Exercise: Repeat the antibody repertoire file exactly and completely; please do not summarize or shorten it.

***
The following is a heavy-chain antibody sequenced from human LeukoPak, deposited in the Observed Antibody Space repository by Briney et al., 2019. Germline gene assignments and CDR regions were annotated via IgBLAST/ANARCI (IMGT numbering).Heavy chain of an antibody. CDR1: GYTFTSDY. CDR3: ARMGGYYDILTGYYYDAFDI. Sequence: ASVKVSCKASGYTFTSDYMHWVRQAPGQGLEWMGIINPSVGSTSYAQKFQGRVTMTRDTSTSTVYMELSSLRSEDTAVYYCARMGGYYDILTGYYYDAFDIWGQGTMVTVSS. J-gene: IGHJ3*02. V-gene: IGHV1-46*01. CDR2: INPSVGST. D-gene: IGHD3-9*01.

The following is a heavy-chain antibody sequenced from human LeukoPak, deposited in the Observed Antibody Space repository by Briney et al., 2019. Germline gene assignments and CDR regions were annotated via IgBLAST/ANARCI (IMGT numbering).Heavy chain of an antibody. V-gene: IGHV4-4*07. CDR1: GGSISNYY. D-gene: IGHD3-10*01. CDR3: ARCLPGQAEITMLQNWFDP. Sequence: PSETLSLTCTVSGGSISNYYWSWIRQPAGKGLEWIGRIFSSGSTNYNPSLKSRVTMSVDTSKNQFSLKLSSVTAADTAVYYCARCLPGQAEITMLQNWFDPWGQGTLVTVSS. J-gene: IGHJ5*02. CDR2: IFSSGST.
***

The following is a heavy-chain antibody sequenced from human LeukoPak, deposited in the Observed Antibody Space repository by Briney et al., 2019. Germline gene assignments and CDR regions were annotated via IgBLAST/ANARCI (IMGT numbering).Heavy chain of an antibody. CDR1: GYTFTSDY. CDR3: ARMGGYYDILTGYYYDAFDI. Sequence: ASVKVSCKASGYTFTSDYMHWVRQAPGQGLEWMGIINPSVGSTSYAQKFQGRVTMTRDTSTSTVYMELSSLRSEDTAVYYCARMGGYYDILTGYYYDAFDIWGQGTMVTVSS. J-gene: IGHJ3*02. V-gene: IGHV1-46*01. CDR2: INPSVGST. D-gene: IGHD3-9*01.

The following is a heavy-chain antibody sequenced from human LeukoPak, deposited in the Observed Antibody Space repository by Briney et al., 2019. Germline gene assignments and CDR regions were annotated via IgBLAST/ANARCI (IMGT numbering).Heavy chain of an antibody. V-gene: IGHV4-4*07. CDR1: GGSISNYY. D-gene: IGHD3-10*01. CDR3: ARCLPGQAEITMLQNWFDP. Sequence: PSETLSLTCTVSGGSISNYYWSWIRQPAGKGLEWIGRIFSSGSTNYNPSLKSRVTMSVDTSKNQFSLKLSSVTAADTAVYYCARCLPGQAEITMLQNWFDPWGQGTLVTVSS. J-gene: IGHJ5*02. CDR2: IFSSGST.